Monday, January 26, 2015

Are men accountable to God, even if they have never heard of Him?


DOES that title sound familiar?  If you worship here frequently, you have definitely heard it before because it comes from a form of the General Prayer.  In our hymnal it is on page 110.  It was written in the 16th century by Thomas Cranmer, a reformer of the English Church, an Archbishop of Canterbury, martyred under Queen Mary.  In today's Gospel we can see Jesus answering that petition, granting the mercies of God to a gentile.  As He did so, He surprised everyone around Him.  That was one "sort and condition of men" that nobody seemed to think the Messiah would care about.  They were wrong.

The Epiphany season begins with the lesson of the Magi, who were certainly gentiles.  God called them with a sign in the stars, which they could not miss since they were astrologers.  They understood that they had to follow the call, and thus were led to the Incarnate Word.  Occasionally Jesus served Samaritans, who were half-gentile.  Only very rarely do we see Him interacting with 100% gentiles.  There was the Canaanite woman whose daughter was possessed.  During Holy Week there were some Greeks who wanted to see Him, and there was this centurion.  After His resurrection Jesus gave clear instructions to make disciples of all nations.  Many people today wonder why.  One popular notion is that if people do not know God's Law they are not accountable for keeping it.  Likewise, the same notion holds that one who does not know the Gospel cannot be expected to have faith.  Never think such things!  Anyone who is a sinner is accountable, and everyone is born is a sinner.  There is no one in this world who does not need God's saving health, no one who does not need to be born again and thus to have a more proper role in Christ's kingdom.  Don't think that this proves God to be unjust.  We know little of His ways, thus He may seem to be what He is not, but He certainly has given us commandments and consequences for breaking them.  Everyone is accountable.  Yes, even the Muslims who believe in a barbaric god who rewards suicides and murderers, a god who appears to be Satan, are accountable to our God.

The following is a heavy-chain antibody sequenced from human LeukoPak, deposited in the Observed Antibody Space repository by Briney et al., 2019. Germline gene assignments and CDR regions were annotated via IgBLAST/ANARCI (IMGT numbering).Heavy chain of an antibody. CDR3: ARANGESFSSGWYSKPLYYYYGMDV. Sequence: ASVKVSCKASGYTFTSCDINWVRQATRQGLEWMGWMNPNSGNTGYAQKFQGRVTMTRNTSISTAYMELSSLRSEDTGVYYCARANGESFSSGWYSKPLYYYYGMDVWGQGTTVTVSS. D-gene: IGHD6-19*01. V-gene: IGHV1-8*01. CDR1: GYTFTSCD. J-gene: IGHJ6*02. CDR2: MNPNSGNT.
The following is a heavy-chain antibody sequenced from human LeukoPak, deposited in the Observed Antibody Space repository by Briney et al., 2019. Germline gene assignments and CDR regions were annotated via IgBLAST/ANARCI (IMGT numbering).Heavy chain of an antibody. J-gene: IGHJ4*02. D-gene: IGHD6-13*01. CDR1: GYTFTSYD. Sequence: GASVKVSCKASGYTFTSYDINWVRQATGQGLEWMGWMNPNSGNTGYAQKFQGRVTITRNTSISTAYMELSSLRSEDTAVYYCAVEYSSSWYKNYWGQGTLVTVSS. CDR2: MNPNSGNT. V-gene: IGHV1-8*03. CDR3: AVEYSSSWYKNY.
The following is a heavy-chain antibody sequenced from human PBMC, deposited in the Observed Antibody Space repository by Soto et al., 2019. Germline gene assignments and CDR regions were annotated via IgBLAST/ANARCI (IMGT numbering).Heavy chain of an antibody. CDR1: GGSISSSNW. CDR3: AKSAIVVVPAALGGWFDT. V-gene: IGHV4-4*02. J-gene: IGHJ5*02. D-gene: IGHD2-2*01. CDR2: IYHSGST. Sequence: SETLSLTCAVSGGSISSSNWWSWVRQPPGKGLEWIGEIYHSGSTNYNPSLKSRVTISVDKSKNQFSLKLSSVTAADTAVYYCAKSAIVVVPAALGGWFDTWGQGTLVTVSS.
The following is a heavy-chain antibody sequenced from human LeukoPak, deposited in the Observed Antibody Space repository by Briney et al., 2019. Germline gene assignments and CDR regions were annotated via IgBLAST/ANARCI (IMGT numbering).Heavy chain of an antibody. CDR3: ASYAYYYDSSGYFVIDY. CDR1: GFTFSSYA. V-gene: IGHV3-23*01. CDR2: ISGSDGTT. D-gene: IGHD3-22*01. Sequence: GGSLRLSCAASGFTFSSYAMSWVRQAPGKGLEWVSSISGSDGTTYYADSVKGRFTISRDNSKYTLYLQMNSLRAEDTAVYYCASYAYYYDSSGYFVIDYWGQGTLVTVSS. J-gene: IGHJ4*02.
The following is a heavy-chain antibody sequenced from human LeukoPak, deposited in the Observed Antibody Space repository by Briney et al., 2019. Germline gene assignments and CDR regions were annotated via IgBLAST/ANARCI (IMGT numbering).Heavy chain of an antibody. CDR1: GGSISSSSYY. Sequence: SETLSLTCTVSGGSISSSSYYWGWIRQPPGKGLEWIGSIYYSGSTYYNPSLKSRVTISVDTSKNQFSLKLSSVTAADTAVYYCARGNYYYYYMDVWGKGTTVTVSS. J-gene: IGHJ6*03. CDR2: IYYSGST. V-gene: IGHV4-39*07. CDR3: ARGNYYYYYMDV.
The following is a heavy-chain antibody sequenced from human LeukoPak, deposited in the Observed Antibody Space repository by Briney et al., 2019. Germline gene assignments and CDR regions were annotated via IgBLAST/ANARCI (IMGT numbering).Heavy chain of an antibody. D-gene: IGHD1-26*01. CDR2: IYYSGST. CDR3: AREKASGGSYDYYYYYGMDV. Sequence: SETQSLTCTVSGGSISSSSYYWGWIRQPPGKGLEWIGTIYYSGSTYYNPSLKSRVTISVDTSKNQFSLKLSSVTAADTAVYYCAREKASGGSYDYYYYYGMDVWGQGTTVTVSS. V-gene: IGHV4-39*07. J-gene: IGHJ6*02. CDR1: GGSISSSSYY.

Reason teaches us a lot about God.  For example, dumb beasts do not give birth to rational creatures.  If we can talk, that bears witness to a Creator who can talk.  The same is true about knowing right from wrong.  Creatures with a conscience could not come from those who lack it.  Thus the existence of morality bears witness to a moral Creator.  We may say the same about having purposes.  So nearly everyone knows enough to worship something.  There are very few true atheists.  Some call themselves atheists because they deny traditional gods -- like Communists who worship the great future society, or Humanists who worship what mankind will become, or materialists who worship the things they own.  Genuine atheists, like Albert Camus, usually kill themselves.  So St. Paul tells us in Romans 1 that truth concerning God ought to be clear from the things He has made.  There is no excuse for those who deny Him.

Obviously, everyone doesn't believe the truth.  God's enemy deceives them.  Even though the Creator has left His messages all over our world, Satan has perverted them so they call our attention elsewhere.  He sabotages souls.  He makes you discontent with your status as a human creature.  He comes from both sides, making you wish you were a beast, or an angel.  If only I could be irresponsible and grabbing, or on the other hand, disgusted with my fellow men because I am so far above them.  If these tricks don't work, Satan trots out his three greatest idols - the drive for power, the drive for escape, or the drive for pleasures and delights.  In Paradise Lost, John Milton personified them as Moloch, Belial, and Mammon, three lieutenants of the Deceiver.  God's saving health turns us from them to the Word made flesh.